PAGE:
Today, it has been established beyond doubt that the goal of health for all by 2000 AD has become a distant dream with the present health care strategy. So, it is imperative to collaborate hospital services with the primary health care program and it is inseparable. The array of programs under the ambit of primary health care programs will need the support of hospitals for health promotion, preventive action, as well as for treatment and rehabilitation. It has to take charge of those patients who need specialized care and refer back those who do not need this to the periphery, i.e it has to act as a referral system which should function both ways. Without adequate technical and financial inputs from the hospitals—Primary health care as a strategy cannot succeed.4
Hospitals and Primary Health Centers (PHCs) are complimentary to each other and PHC cannot exist in absence of referral support of hospitals. Hospital managers of tomorrow will have to be aware of socio-economic conditions and health problems of the community.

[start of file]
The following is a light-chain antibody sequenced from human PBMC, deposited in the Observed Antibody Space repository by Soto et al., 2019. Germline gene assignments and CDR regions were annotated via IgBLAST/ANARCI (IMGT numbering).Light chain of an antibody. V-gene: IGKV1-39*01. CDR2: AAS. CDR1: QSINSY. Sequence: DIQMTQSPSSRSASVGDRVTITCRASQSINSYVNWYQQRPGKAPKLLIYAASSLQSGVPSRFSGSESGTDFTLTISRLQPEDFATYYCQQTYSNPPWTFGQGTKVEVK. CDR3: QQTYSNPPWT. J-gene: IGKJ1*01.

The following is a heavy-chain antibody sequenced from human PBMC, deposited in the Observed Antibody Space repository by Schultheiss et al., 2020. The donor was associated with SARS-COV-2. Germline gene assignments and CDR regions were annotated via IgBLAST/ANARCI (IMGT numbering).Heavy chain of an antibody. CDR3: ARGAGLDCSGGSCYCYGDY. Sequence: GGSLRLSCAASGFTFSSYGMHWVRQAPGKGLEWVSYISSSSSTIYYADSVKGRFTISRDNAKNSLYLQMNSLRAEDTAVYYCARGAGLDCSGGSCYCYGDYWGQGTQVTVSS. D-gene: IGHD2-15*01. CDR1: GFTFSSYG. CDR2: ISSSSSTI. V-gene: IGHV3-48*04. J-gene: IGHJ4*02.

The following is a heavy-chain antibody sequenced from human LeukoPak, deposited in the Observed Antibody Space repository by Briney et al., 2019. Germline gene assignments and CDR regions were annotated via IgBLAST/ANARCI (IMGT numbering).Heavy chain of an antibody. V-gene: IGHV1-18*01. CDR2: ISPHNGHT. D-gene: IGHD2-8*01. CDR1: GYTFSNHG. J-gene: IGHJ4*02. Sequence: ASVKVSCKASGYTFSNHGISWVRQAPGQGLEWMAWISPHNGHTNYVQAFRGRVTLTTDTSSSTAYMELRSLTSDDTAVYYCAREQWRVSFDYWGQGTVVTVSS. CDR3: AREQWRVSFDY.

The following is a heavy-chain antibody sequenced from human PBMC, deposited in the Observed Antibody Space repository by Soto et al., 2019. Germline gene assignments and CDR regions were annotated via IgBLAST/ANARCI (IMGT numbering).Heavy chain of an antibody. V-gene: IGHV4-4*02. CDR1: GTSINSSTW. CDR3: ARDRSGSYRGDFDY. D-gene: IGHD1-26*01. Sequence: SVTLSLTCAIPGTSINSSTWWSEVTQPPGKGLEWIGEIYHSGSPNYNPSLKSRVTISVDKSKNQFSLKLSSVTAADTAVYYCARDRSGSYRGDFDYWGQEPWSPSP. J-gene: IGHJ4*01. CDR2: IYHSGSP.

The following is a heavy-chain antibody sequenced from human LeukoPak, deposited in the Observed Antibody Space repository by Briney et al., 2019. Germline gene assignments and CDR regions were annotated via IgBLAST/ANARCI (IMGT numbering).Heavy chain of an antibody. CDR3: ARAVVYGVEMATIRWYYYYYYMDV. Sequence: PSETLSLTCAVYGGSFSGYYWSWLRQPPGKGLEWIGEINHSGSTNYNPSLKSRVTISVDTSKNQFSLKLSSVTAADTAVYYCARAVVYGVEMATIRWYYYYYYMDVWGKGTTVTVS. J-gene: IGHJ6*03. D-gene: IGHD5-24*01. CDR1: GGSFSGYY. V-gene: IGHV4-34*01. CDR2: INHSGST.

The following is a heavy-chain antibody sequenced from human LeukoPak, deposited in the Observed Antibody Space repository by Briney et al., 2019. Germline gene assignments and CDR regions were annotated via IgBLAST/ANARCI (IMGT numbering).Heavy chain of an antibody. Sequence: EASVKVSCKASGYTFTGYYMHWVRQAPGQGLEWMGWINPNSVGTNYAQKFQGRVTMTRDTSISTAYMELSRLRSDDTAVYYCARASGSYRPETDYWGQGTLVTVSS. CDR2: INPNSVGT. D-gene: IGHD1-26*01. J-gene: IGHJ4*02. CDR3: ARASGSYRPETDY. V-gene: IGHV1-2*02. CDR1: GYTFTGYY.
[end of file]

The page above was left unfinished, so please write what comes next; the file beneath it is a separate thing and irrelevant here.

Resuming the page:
The present century has witnessed a technological revolution and the hospitals of all sizes and dimensions have been involved and influenced tremendously in terms of cost and manpower requirement. The present day hospitals are technologically intensive organizations. Some of the salient technological innovations are being advances in telemedicine, sharing of patient information database, use of laparoscopic methods of surgery, stereotactic surgical methods using Gamma-Knife and X knife, advance in Molecular Biology and Genetic engineering, diagnostics like CAT Scan, MRI and PET, use of newer generation of antibiotics, so much so that the computer software magnate. Bill Gates has also stated emphatically that if the present century belonged to computer technology, the next century will belong to health care technology and sky will be the limit.
Hospital managers of tomorrow will have to be well-versed with these technologies—Various brands and options available in the diagnostic and therapeutic equipment, their selection, procurement, utilizations, maintenance, cost benefit and cost effectiveness analysis and so on.